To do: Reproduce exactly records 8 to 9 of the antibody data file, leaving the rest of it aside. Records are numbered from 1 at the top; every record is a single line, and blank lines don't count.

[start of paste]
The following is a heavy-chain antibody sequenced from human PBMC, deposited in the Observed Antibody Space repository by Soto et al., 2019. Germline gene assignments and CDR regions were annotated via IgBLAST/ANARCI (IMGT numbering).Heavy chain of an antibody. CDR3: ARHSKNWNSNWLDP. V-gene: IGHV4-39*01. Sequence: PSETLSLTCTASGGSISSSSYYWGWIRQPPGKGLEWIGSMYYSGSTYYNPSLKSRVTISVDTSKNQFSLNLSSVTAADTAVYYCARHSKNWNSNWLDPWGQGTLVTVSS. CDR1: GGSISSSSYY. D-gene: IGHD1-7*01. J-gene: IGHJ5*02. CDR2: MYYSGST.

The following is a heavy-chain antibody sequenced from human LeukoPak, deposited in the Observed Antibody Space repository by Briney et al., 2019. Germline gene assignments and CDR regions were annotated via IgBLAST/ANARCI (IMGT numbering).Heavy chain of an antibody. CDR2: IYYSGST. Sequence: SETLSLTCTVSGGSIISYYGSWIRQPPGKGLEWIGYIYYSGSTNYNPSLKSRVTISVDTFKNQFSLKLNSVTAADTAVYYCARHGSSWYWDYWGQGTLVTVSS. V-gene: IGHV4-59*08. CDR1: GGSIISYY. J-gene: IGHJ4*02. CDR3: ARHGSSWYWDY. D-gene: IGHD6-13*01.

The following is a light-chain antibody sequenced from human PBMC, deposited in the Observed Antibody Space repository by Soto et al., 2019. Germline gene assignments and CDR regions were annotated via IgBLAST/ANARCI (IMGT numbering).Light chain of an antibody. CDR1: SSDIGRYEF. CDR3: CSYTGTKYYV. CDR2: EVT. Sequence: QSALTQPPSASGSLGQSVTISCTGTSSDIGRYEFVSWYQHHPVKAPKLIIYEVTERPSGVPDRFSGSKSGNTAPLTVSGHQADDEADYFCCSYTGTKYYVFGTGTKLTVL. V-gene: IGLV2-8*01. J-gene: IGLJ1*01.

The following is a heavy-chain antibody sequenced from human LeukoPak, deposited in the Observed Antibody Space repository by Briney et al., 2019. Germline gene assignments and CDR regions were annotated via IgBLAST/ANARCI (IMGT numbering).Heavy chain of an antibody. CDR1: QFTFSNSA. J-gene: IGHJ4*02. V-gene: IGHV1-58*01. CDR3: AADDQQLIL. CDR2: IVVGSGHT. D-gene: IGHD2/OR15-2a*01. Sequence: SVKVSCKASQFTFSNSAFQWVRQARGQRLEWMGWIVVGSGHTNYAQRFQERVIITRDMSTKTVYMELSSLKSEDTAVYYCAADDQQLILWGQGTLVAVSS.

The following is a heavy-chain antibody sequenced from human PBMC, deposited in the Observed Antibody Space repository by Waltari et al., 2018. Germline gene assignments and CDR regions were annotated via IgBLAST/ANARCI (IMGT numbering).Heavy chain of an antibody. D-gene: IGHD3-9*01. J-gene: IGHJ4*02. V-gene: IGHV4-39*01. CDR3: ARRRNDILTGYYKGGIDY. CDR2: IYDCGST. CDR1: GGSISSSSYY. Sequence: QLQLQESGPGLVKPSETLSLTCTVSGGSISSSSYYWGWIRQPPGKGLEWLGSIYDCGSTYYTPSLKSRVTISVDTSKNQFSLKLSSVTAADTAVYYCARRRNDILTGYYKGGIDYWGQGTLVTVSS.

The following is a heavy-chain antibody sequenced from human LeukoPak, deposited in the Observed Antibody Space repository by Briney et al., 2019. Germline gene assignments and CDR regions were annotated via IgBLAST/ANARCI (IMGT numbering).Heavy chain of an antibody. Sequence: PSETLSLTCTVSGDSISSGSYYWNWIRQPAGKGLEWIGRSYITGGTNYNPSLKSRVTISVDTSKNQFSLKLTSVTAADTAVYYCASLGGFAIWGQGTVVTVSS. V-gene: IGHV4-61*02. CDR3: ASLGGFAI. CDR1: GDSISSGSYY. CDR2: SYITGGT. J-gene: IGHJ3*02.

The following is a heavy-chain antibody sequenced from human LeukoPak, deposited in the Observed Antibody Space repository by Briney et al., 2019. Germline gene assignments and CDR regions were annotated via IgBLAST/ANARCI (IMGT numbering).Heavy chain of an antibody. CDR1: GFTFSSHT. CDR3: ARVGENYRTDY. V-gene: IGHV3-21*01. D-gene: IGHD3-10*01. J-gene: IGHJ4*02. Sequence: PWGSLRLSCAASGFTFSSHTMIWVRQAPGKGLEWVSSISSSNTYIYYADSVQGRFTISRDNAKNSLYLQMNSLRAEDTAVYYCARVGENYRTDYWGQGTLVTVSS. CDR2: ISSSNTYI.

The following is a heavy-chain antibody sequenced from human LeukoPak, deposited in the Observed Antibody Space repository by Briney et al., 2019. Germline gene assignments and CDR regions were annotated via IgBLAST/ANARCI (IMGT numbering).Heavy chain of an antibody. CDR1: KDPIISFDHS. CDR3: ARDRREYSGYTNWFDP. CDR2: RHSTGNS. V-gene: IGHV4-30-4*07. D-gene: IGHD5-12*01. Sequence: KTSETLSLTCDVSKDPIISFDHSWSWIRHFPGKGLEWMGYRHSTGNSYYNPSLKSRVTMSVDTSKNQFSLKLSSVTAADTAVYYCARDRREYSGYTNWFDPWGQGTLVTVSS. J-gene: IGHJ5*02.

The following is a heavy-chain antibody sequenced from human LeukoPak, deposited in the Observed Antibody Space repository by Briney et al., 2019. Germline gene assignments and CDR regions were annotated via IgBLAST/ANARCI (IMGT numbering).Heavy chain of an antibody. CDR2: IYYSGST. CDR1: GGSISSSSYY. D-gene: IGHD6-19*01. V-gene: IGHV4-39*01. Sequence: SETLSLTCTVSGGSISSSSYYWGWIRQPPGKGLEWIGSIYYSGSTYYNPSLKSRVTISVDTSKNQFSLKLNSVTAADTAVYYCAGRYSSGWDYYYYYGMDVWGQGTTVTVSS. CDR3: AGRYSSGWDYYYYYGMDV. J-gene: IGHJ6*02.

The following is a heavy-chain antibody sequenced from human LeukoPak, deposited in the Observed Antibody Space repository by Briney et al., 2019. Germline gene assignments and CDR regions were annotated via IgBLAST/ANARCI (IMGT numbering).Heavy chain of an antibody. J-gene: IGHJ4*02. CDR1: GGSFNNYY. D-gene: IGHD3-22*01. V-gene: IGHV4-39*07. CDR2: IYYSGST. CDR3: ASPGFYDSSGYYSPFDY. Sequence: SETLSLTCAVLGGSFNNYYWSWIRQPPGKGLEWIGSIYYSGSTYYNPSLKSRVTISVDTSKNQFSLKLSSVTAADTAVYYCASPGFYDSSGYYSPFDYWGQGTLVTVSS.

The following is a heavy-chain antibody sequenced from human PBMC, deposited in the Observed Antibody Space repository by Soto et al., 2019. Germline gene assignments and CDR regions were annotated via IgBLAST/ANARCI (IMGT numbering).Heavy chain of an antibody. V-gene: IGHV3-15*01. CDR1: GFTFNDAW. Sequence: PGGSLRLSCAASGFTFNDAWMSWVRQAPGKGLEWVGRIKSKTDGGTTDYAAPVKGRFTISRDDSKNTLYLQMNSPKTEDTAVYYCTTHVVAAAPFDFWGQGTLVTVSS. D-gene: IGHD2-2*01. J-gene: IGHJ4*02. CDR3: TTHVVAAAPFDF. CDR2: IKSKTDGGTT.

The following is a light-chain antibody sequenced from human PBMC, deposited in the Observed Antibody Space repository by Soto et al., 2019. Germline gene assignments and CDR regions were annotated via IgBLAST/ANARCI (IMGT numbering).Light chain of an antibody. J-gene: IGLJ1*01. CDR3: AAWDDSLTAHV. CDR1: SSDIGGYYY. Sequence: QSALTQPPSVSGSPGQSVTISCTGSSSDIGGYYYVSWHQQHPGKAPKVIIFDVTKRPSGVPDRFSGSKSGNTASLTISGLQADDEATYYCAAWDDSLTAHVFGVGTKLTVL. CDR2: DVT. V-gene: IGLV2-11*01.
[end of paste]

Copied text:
The following is a heavy-chain antibody sequenced from human LeukoPak, deposited in the Observed Antibody Space repository by Briney et al., 2019. Germline gene assignments and CDR regions were annotated via IgBLAST/ANARCI (IMGT numbering).Heavy chain of an antibody. CDR1: KDPIISFDHS. CDR3: ARDRREYSGYTNWFDP. CDR2: RHSTGNS. V-gene: IGHV4-30-4*07. D-gene: IGHD5-12*01. Sequence: KTSETLSLTCDVSKDPIISFDHSWSWIRHFPGKGLEWMGYRHSTGNSYYNPSLKSRVTMSVDTSKNQFSLKLSSVTAADTAVYYCARDRREYSGYTNWFDPWGQGTLVTVSS. J-gene: IGHJ5*02.

The following is a heavy-chain antibody sequenced from human LeukoPak, deposited in the Observed Antibody Space repository by Briney et al., 2019. Germline gene assignments and CDR regions were annotated via IgBLAST/ANARCI (IMGT numbering).Heavy chain of an antibody. CDR2: IYYSGST. CDR1: GGSISSSSYY. D-gene: IGHD6-19*01. V-gene: IGHV4-39*01. Sequence: SETLSLTCTVSGGSISSSSYYWGWIRQPPGKGLEWIGSIYYSGSTYYNPSLKSRVTISVDTSKNQFSLKLNSVTAADTAVYYCAGRYSSGWDYYYYYGMDVWGQGTTVTVSS. CDR3: AGRYSSGWDYYYYYGMDV. J-gene: IGHJ6*02.